5. After careful consideration of the entire record, the undersigned finds that the claimant has the residual functional capacity (RFC) to perform sedentary work as defined in 20 CFR 404.1567(a) and 416.967(a) except she can lift/carry up to 20 pounds occasionally and 10 pounds frequently; she can stand/walk up to two hours in an eight hour workday with normal breaks; she can sit for up to six hours with normal breaks in an eight hour workday; she can push/pull up to 20 pounds occasionally and 10 pounds frequently with her bilateral upper extremities; she can occasionally push/pull and operate foot controls within the above weight limitations; she can occasionally climb stairs, frequently climb ramps and never climb ladders, ropes or scaffolds; she can occasionally balance, stoop, kneel, crouch or crawl; she is limited to occasional exposure to vibrations; she can understand and remember simple and detailed instructions; she is capable of maintaining concentration, persistence and pace in two hour segments with normal breaks; she can have frequent contact with the public and coworkers for task completion.
6. The claimant is capable of performing past relevant work as a billing clerk. This work does not require the performance of work related activities precluded by the claimant's residual functional capacity (20 CFR 404.1565 and 416.965).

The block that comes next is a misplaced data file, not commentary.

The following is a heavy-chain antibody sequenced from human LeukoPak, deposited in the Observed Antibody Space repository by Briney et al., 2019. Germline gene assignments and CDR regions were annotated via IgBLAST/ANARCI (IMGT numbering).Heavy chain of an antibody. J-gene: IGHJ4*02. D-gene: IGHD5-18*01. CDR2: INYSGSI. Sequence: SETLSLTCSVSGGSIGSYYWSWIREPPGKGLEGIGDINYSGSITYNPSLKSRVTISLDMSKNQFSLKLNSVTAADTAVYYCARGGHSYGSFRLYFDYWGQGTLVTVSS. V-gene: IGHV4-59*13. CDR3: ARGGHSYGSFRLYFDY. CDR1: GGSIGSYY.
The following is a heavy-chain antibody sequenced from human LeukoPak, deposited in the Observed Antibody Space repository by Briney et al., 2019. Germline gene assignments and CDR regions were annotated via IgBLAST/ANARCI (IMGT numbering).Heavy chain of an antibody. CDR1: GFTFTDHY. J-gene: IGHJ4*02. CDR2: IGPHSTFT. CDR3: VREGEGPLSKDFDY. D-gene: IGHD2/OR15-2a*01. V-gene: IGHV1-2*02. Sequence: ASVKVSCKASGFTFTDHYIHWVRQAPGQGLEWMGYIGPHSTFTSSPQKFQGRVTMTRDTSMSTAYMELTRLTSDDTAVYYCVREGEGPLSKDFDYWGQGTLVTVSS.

7. The claimant has not been under a disability, as defined in the Social Security Act, from October 16, 2009, through the date of this decision (20 CFR 404.1520(f) and 416.920(f)).

(Tr. 16-17, 20)

On July 2, 2013, the Appeals Council denied plaintiff's request for review of the ALJ's decision (Tr. 1-6), thereby rendering that decision the final decision of the Administration. This civil action was thereafter timely filed, and the court has jurisdiction. 42 U.S.C. §§ 405(g), 1383(c). If the ALJ's findings are supported by substantial evidence, based on the record as a whole, then those findings are conclusive. Id.

II. Review of the Record

The following summary of the record is taken in large measure from defendant's brief, Docket Entry No. 21 at 4-7.

A. Age, Education and Work Experience

Plaintiff, born in November 1968 (Tr. 132), was 41 years of age at the time of her alleged onset of disability on October 16, 2009, and would be classified as a "younger person" under the disability regulations. See 20 C.F.R. §§ 404.1563 and 416.963. Plaintiff had a high school GED equivalent education, without attending any special education classes, and graduated from a college pharmacy technician program in 2007, but let her license expire (Tr. 34, 169).